Filipino fishermen find oil exploration device off coastal town in Pangasinan


Fishermen found an ocean bottom seismometer, or OBS, in a recent trip to the West Philippine Sea, about 239km northwest of Infanta, Pangasinan. The equipment, bearing Chinese characters and used in oil exploration, was recovered within the country’s exclusive economic zone. —CONTRIBUTED PHOTO

CLARK FREEPORT (Philippine Daily Inquirer/ANN): Filipinos barred by the Chinese coast guard from fishing in Scarborough Shoal (also known as Panatag Shoal) off Zambales province have recently found a device reportedly used in oil exploration.

The equipment, which bore Chinese characters, was confirmed by an expert to be an ocean bottom seismometer or OBS, according to the Peoples Development Institute (PDI), a partner of the fishers federation Bigkis ng Mangingisda.

PDI is a nongovernment organisation helping people’s organisations in rural areas.

Bigkis members found the device and turned it over to the Philippine Navy on Tuesday (July 20), PDI executive director Aurea Miclat Teves said in a telephone interview.

According to Teves, the fishermen led by Randy Megu were working on their payao, an artificial reef used to attract and catch fish in open waters, when his companions saw what looked like a buoy at 4.30am on July 1.

The object flashed a bright red light while floating about 10m away from where they were working, the fishermen said.

According to Megu, the payao is about 239km (129 nautical miles) northwest of Infanta town in Pangasinan province.

The fishermen brought the device home to Barangay Cato in Infanta.

Megu’s group sent photographs to Teves, asking help to identify what it was and to translate the Chinese characters it bore.

“Translated, these meant ‘safely salvage’ and ‘big reward.’

There was a telephone number in China as indicated by the country code 86,” Teves said. According to her, the website of the China Geological Equipment Group Co. Ltd, which claimed to be a state-owned geological equipment manufacturing enterprise, reported producing an OBS identical to what the fishermen found.

Teves said the firm described the OBS as “a kind of seismic observation system” placed at the bottom of the sea to detect both man-made and natural seismic activity and also widely used in oil exploration.

Professor Jay Batongbacal of the University of the Philippines Institute for Maritime Affairs and Law of the Sea, a consultant of PDI, coordinated the turnover.

Teves said Batongbacal expressed concern over the discovery of the OBS within the country’s exclusive economic zone (EEZ).

“The installation of this instrument, even for a benign purpose such as monitoring the seabed, should have been with prior consent of the Philippines because it is in the EEZ [and] it can be used for exploration and exploitation of natural resources, so the Philippines has the right to withhold consent,” Batongbacal was quoted as saying in a separate PDI statement.

The Chinese manufacturer claimed its OBS could collect three channels of seismic signal and one channel of hydraulic signal “with great resolution and consistency,” and could operate at depths of 6,000 m to 9,000 m and down to 12,000 m.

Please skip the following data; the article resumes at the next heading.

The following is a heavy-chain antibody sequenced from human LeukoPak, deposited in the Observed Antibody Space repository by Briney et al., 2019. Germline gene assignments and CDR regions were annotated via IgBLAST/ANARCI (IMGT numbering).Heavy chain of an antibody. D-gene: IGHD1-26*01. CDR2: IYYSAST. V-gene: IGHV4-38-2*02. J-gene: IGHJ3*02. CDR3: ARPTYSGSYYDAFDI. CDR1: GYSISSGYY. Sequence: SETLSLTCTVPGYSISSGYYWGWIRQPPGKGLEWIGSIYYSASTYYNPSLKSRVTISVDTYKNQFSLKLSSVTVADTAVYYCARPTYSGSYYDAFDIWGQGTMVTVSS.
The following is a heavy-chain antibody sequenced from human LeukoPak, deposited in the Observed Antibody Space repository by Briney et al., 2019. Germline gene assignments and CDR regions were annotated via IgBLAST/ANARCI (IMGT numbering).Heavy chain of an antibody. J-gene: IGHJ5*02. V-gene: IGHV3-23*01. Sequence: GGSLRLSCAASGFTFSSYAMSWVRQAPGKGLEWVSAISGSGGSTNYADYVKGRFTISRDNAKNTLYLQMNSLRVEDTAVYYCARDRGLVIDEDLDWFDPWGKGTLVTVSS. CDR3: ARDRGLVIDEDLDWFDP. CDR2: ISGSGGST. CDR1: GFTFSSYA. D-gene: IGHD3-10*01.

“PDI is aware that there are studies about the potential offshore oil and gas reserves within the Philippine EEZ and that China’s nine-dash line claim, which was rejected by the arbitral tribunal, was motivated mainly by its economic interests [and] not by what it says is its historic rights that was invalidated by the July 2016 award,” Teves said.

China, she added, “is not only violating the fishing rights of the Filipino fisherfolk in the [West Philippine Sea].

The OBS may be the objective proof that the Chinese are conducting scientific research, or more likely oil exploration, in our EEZ without any agreement whatsoever with the Philippine government, which is a violation of our country’s sovereign rights.”

This is not the first time that equipment with Chinese markings were recovered in the West Philippine Sea.

In 2015, fishermen from Zambales found what were initially thought as floating containment booms with Chinese markings, about a kilometre long, 5.5km from the shoreline of Cabangan town. A floating boom is usually used as a temporary barrier to contain an oil spill.

The undetermined source of the floating booms prompted provincial officials to seek an investigation on the origin of the objects.

A few days later, more oil containment booms, stretching up to 2km, were seen floating 92km (50 nautical miles) from Iba town.

Several fishermen said they believed the objects could have been washed away from Scarborough Shoal, since they saw similar objects near that area.

The interlinked buoys and metal pipes found in Zambales’ waters were part of dredging equipment, according to a former top executive of a company that manufactures equipment similar to those that the fishermen found.

The device is called a dredge floater assembly, which is composed of suction and discharge components, and is attached to a dredging machine while sucking up sand from the sea bottom. - Philippine Daily Inquirer/Asia News Network

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